Counselor Education Program (MA, PhD)

Application Tip Sheet

Tips for Improving Your Application to the School and Clinical Mental Health Counseling Master's Programs

The Counselor Education Screening Committee carefully reviews each and every application to our Master's in Counseling programs. A Screening Committee consisting of a minimum of two faculty members independently evaluates and rank orders each application. This rank-ordered list is then forwarded to the Admissions Coordinator who invites the top applicants for an interview. Currently, the Program's resources permit admission of approximately 15 students each Spring and Fall semesters. There are several criteria upon which potential student's applications are evaluated. These are:

  1. Related work and/or volunteer experience.
  2. Academic potential (based on cumulative undergraduate GPA and cumulative graduate GPA, if applicable).
  3. Letters of Recommendation.
  4. Consistency of your written statement with the Program's offerings.
  5. Quality of your written statement.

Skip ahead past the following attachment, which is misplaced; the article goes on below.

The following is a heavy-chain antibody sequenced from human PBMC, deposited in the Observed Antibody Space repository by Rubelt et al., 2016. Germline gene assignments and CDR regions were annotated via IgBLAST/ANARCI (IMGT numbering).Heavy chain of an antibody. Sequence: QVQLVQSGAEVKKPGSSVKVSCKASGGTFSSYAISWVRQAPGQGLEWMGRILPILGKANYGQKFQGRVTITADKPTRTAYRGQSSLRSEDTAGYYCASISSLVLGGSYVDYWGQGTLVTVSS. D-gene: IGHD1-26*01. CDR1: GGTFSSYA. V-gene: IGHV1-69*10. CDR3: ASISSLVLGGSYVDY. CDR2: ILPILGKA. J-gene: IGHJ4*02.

With these criteria in mind, there are several recommendations that, when employed, may serve to improve the competitiveness of your application.

Applicants should be sure to emphasize their degree of related work and volunteer experience. Applicants are not expected to have counseling experience. Rather, applicants may wish to emphasize any type of human service or relations experience that they feel is relevant. Applicants may choose to represent this information in their vita and/or in their written statement. Further, applicants are encouraged to explain how their experience has helped influence their decision to become a counselor. The Screening Committee recognizes that life-experience provides parameters that may serve to limit one's opportunity for related work or volunteer experiences. Such factors are weighed when evaluating this category. Applicants are encouraged to identify how their work and/or volunteer history has prepared them to work with individuals who differ from themselves.